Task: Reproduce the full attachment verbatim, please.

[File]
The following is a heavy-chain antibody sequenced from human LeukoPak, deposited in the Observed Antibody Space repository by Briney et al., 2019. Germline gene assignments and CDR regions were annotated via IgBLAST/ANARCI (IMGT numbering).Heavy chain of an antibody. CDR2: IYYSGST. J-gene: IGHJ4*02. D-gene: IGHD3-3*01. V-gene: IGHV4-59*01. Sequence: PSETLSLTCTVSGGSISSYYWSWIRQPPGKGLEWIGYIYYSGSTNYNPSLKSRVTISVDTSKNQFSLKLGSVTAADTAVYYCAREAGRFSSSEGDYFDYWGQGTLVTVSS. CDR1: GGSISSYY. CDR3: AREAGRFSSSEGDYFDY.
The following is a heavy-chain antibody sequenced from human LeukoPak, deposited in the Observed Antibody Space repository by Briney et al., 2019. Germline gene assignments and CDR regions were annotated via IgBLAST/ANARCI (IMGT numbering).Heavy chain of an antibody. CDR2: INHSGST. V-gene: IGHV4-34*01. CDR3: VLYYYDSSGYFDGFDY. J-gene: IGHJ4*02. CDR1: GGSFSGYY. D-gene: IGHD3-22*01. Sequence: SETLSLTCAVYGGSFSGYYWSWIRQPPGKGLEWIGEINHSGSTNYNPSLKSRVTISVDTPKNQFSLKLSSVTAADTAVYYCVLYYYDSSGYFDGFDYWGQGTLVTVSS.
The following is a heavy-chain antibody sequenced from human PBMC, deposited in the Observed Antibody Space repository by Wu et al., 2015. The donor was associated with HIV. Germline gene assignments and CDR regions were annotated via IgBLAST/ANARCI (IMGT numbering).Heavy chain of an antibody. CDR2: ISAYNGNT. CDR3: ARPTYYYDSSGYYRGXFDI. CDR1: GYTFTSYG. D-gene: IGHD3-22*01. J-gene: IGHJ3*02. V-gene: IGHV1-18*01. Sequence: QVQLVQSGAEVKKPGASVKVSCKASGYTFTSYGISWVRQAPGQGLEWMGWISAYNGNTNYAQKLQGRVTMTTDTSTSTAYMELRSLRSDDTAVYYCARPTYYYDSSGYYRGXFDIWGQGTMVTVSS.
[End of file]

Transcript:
The following is a heavy-chain antibody sequenced from human LeukoPak, deposited in the Observed Antibody Space repository by Briney et al., 2019. Germline gene assignments and CDR regions were annotated via IgBLAST/ANARCI (IMGT numbering).Heavy chain of an antibody. CDR2: IYYSGST. J-gene: IGHJ4*02. D-gene: IGHD3-3*01. V-gene: IGHV4-59*01. Sequence: PSETLSLTCTVSGGSISSYYWSWIRQPPGKGLEWIGYIYYSGSTNYNPSLKSRVTISVDTSKNQFSLKLGSVTAADTAVYYCAREAGRFSSSEGDYFDYWGQGTLVTVSS. CDR1: GGSISSYY. CDR3: AREAGRFSSSEGDYFDY.
The following is a heavy-chain antibody sequenced from human LeukoPak, deposited in the Observed Antibody Space repository by Briney et al., 2019. Germline gene assignments and CDR regions were annotated via IgBLAST/ANARCI (IMGT numbering).Heavy chain of an antibody. CDR2: INHSGST. V-gene: IGHV4-34*01. CDR3: VLYYYDSSGYFDGFDY. J-gene: IGHJ4*02. CDR1: GGSFSGYY. D-gene: IGHD3-22*01. Sequence: SETLSLTCAVYGGSFSGYYWSWIRQPPGKGLEWIGEINHSGSTNYNPSLKSRVTISVDTPKNQFSLKLSSVTAADTAVYYCVLYYYDSSGYFDGFDYWGQGTLVTVSS.
The following is a heavy-chain antibody sequenced from human PBMC, deposited in the Observed Antibody Space repository by Wu et al., 2015. The donor was associated with HIV. Germline gene assignments and CDR regions were annotated via IgBLAST/ANARCI (IMGT numbering).Heavy chain of an antibody. CDR2: ISAYNGNT. CDR3: ARPTYYYDSSGYYRGXFDI. CDR1: GYTFTSYG. D-gene: IGHD3-22*01. J-gene: IGHJ3*02. V-gene: IGHV1-18*01. Sequence: QVQLVQSGAEVKKPGASVKVSCKASGYTFTSYGISWVRQAPGQGLEWMGWISAYNGNTNYAQKLQGRVTMTTDTSTSTAYMELRSLRSDDTAVYYCARPTYYYDSSGYYRGXFDIWGQGTMVTVSS.